More than five weeks of disruption avoided by careful coordination of utilities work

22 December 2016
"We've worked closely with London's utilities companies to coordinate their vital works, minimise the disruption caused and have the work completed now rather than have repeated disruptions over a long period"

Drivers are to be spared significant disruption after TfL confirmed today that utilities companies will be coordinating work along the A501 around Marylebone and Euston over the festive period, carrying out 100 projects at the same time to take advantage of low traffic volumes.

The work will be carried out between Monday 26 December and Tuesday 3 January when traffic in central London is at its lowest level.

Due to the coordination between a number of different companies the series of high-impact utilities work in 2017 that otherwise would be needed will now be avoided. In total some five weeks of disruption has been spared.

Support new homes and businesses

London's rapid growth means that the city's aging utilities require significant maintenance to support new homes and businesses.

Work planned for the Marylebone Road and Euston Road area includes repairs to water mains, as well as highway works, which will mean the road is reduced to one lane in some locations.

National Grid will replace an aged gas main on Baker Street while Thames Water simultaneously repairs their pipes at the same location - massively reducing the overall impact of both works.

While lane closures are in place for this and other major utilities work, there will be repairs to the footway, carriageway, lighting and drainage.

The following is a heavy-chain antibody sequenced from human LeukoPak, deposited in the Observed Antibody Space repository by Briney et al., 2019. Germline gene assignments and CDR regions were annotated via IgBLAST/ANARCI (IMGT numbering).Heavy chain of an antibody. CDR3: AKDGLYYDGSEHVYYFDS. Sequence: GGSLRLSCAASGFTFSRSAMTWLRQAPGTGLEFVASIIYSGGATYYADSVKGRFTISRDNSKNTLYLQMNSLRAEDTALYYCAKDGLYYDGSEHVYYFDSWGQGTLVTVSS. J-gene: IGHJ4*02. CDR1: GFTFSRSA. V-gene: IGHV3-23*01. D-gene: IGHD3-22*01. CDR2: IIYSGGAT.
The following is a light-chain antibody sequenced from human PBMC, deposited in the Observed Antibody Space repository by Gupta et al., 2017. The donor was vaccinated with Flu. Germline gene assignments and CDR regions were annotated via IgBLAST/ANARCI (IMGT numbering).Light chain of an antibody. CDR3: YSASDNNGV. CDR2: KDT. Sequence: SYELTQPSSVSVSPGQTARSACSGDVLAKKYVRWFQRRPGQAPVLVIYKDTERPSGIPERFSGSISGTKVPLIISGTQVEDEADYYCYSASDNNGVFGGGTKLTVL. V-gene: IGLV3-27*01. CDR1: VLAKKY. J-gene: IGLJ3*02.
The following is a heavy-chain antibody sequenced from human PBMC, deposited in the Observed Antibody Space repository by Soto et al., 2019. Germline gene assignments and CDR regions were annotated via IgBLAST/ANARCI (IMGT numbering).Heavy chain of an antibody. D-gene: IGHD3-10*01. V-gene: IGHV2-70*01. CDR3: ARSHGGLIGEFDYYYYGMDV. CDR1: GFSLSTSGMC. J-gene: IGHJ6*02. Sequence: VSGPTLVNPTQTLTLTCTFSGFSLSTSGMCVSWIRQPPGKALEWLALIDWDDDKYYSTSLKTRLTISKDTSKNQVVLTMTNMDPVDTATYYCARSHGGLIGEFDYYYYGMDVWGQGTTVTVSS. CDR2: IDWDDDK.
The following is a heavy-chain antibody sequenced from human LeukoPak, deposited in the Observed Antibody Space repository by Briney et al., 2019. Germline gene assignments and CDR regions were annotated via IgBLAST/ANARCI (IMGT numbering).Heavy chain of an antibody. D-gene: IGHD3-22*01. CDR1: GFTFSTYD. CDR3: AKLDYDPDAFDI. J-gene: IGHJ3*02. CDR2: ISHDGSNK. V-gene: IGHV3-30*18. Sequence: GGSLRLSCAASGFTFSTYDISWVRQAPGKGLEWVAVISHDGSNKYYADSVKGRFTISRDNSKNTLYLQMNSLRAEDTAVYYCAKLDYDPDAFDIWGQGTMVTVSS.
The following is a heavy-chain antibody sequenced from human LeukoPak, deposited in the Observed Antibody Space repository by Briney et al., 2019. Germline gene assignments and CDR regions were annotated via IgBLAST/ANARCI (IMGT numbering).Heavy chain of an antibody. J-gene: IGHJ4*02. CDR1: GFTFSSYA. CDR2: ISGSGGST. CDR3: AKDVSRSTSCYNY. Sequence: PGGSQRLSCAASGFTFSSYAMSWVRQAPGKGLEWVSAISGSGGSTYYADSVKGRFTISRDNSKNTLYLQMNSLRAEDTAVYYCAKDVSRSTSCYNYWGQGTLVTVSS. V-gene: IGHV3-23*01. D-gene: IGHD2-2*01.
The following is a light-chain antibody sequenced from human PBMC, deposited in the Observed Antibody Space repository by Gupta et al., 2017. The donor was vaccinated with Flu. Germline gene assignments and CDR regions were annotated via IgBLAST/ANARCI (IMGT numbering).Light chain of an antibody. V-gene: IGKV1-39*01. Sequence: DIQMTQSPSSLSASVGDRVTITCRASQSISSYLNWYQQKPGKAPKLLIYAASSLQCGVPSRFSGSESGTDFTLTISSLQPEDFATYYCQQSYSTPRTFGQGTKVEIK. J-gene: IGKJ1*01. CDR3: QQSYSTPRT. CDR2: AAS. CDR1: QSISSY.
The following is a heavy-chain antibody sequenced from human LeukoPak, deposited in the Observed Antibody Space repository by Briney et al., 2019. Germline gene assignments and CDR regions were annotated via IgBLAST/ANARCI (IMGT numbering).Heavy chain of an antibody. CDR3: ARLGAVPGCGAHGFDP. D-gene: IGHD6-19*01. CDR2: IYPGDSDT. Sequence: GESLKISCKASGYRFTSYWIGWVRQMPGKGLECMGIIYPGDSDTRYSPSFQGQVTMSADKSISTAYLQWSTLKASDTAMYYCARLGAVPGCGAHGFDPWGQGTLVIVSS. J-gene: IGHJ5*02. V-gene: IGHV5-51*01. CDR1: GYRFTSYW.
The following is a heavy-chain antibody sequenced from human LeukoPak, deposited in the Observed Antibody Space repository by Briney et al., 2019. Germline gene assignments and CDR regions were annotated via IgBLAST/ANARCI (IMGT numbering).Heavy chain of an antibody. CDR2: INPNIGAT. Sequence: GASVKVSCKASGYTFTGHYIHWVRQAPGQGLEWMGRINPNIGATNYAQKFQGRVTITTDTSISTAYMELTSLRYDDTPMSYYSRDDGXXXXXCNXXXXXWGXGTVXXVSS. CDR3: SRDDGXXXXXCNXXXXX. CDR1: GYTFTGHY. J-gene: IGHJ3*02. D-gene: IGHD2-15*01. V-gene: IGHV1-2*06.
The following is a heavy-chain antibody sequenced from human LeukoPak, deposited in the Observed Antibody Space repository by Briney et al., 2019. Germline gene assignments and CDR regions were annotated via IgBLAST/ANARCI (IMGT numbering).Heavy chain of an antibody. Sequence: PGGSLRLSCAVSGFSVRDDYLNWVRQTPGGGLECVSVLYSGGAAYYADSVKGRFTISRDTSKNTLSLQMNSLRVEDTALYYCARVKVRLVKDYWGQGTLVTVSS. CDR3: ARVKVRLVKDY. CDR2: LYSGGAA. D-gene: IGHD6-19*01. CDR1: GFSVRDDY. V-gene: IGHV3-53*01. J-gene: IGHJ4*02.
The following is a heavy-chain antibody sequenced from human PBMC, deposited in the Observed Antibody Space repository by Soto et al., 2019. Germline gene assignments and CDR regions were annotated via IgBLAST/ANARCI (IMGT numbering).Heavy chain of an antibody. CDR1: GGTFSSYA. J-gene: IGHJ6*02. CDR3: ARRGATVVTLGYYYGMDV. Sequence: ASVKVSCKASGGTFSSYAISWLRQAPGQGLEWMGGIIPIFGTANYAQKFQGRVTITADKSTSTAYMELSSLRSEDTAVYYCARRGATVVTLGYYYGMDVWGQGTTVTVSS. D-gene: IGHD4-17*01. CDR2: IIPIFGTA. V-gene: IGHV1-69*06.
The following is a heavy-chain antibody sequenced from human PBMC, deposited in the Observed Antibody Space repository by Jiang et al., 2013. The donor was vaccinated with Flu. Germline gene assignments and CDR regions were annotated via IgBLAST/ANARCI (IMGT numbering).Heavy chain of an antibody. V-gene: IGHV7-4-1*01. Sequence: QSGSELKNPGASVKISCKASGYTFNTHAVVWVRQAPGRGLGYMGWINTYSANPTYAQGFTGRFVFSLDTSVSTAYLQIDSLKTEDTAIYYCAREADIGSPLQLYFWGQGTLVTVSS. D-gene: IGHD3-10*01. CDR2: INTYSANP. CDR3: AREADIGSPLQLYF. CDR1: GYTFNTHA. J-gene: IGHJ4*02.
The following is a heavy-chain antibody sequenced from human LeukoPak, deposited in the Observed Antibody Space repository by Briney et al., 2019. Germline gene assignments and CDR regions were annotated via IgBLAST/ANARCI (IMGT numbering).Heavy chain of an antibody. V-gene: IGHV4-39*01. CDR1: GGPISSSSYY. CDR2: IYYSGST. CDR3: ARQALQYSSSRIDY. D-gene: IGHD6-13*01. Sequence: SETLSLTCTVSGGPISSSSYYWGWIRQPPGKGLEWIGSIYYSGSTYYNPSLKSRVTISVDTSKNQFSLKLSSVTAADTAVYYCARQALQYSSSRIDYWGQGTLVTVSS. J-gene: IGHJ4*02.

Minimum disruption

TfL will also capitalise on the lane closures to prune overhanging trees, ensuring the continued safe operation of the road with minimum disruption.

Garrett Emmerson, Chief Operating Officer of Surface Transport at TfL, said: 'We know that traffic levels fall by up to a quarter in central London between Christmas and New Year.

'That's why we've worked closely with London's utilities companies to coordinate their vital works, minimise the disruption caused and have the work completed now rather than have repeated disruptions over a long period.'

The Mayor of London recently announced a series of measures to directly tackle London's congestion in the short term including improving traffic light systems and how road users receive live information to make more effective decisions, and an investment of £50m in bus priority schemes.

Rapid population growth

The causes of congestion - a rise in private hire vehicles, internet shopping and construction - are all driven by London's rapid population growth and the Mayor and TfL are investing in a range of improvements that will encourage greater walking, cycling and use of public transport.

Road users are advised to plan ahead, take alternative routes where possible and leave more time for their journeys over the festive period, and to check TfL's website and follow TfL's twitter feeds - @TfLTrafficNews and @TfLBusAlerts - for live information on London's roads.

Bob Collington, Thames Water Managing Director of Water, said: 'Our pipes are all buried underground and impossible to get to without causing disruption to some of the busiest roads in the country.

'While we always try to combine work in this way when possible, it makes even more sense to get in and do the job when it's quieter over the festive period.'

Essential work

Steve Mason, Head of Contracts National Grid Gas Distribution, said: 'Our essential work helps ensure Londoners are kept connected to safe and reliable gas supplies for cooking and heating.

'We do all we can to deliver this vital work with as little disruption to the public as possible including using innovative technology, planning and scheduling our work carefully and consulting with others so we can work together to ease any associated.

'We're delighted to be working together with TfL and Thames Water to get this work done during a time when the roads are quieter and any disruption caused by the roadworks will be minimised.'